What Does a Ransomware Attack Look Like To Patients?
One of my favourite podcasts is Help Me with HIPAA. This weekend I listened to Episode 304 Ransomware Creates a Social Media Privacy Violation Storm while I was spring-cleaning my yard.
Donna and David discuss in (almost) real time a ransomware attack that was currently occurring at the San Diego California’s main health systems, Scripps Health. The attack resulted in practically all of its technology being taken down. The EHR went down, patient portals were down, appointments had to be rescheduled, patients had to be diverted to other hospitals… even their website was down.
This podcast episode isn’t about the technology about ransomware. Donna and David walk you through the impact on patients – from the inconvenience and frustration to the disastrous consequences of not having health information available when it is most needed.
This gripping story reveals how communication failures, systems failures and a lack of information snowballed to negatively affect patients when they needed help the most.
My Takeaways From This Help Me With HIPAA Episode
Ransomware is nefarious and its impact is far-reaching.
- Patient care is compromised – patient information is not accessible, and it is unknown what information can be retrieved and, if it is retrieved, if it is complete and accurate.
- Privacy breach – obviously! The hackers have patient, employee and business information and have threatened to release it publicly.
- BUT – employees are also continuously breaching privacy while they are responding to patient concerns on social media DURING the ransomware attack.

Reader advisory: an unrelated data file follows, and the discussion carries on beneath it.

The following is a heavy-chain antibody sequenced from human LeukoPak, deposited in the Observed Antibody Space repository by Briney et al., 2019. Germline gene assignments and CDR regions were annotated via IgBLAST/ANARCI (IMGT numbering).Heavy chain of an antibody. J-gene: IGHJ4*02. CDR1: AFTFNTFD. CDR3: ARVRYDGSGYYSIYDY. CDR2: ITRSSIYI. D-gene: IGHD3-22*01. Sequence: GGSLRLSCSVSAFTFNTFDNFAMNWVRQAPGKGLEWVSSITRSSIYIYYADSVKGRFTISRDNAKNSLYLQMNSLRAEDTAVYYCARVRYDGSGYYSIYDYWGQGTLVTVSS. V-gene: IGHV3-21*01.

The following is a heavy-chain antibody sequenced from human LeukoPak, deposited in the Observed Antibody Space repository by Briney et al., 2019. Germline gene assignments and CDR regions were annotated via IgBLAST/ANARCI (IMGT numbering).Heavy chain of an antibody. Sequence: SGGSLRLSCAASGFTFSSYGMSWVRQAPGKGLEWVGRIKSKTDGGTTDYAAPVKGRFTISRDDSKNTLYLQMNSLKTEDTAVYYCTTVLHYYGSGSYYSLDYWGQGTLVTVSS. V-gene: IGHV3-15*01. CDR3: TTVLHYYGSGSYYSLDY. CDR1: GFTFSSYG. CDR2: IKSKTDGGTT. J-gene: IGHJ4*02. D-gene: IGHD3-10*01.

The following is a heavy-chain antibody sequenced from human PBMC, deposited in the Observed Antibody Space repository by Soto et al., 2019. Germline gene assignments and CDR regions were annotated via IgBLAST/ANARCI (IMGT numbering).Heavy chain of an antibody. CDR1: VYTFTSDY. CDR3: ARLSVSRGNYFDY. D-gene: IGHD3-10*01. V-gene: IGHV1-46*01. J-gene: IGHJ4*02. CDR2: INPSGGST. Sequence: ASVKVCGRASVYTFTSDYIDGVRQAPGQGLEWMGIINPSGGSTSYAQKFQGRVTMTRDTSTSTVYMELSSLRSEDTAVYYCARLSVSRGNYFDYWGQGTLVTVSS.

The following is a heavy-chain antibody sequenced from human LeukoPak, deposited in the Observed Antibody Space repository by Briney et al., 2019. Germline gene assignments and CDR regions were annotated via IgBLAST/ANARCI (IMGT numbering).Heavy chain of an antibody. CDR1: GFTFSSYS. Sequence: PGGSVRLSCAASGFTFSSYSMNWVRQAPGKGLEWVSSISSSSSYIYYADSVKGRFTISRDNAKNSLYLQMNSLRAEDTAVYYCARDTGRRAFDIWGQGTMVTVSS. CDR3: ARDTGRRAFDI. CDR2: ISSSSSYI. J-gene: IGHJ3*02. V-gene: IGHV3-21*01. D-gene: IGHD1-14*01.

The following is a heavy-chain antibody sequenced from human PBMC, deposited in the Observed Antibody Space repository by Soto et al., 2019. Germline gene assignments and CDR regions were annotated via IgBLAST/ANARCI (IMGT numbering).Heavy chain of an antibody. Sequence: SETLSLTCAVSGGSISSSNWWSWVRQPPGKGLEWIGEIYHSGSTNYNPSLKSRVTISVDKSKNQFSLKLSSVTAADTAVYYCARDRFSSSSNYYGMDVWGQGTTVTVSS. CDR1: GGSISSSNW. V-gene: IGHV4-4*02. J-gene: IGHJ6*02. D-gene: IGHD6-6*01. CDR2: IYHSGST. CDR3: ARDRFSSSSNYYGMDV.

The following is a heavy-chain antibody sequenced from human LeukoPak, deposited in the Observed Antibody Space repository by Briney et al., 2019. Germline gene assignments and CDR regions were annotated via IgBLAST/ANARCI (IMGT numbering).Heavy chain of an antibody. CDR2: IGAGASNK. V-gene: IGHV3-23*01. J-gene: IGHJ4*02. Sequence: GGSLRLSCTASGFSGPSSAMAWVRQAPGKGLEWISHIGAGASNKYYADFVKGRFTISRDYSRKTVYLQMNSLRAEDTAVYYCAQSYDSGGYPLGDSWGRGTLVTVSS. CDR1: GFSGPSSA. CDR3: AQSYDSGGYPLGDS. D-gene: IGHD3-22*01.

- Employees cannot access their information to do their jobs – work schedules, payroll, portals to perform their jobs. So, alternate, unauthorized workflows are implemented to get the job done which subsequently results in more breaches.
- While the press release from Scripps Health indicates that they have trained and prepared personnel, the communication from Scripps to patients, employees, and the public has been disorganized, conflicting, and continuously breaching privacy and confidentiality.
I urge you to listen to this episode (about 30 minutes).
[Start at 18:19 minutes]
What Would You Do?
How would you and your team respond to this type of privacy breach?
Share this episode with the members of your incident response plan. Then, use the scenario to conduct a table-top privacy breach fire drill using your privacy breach management plan.
These table-top privacy breach fire drills are a great demonstration of your commitment as an organization to ensure that you are protecting the privacy confidentiality and security of health information.
Now hop over and listen to the Help Me With HIPAA episode to better understand what a ransomware attack looks like to a patient.
https://helpmewithhipaa.com/privacy-questions-everywhere-ep-304/ [Start at 18:19 minutes]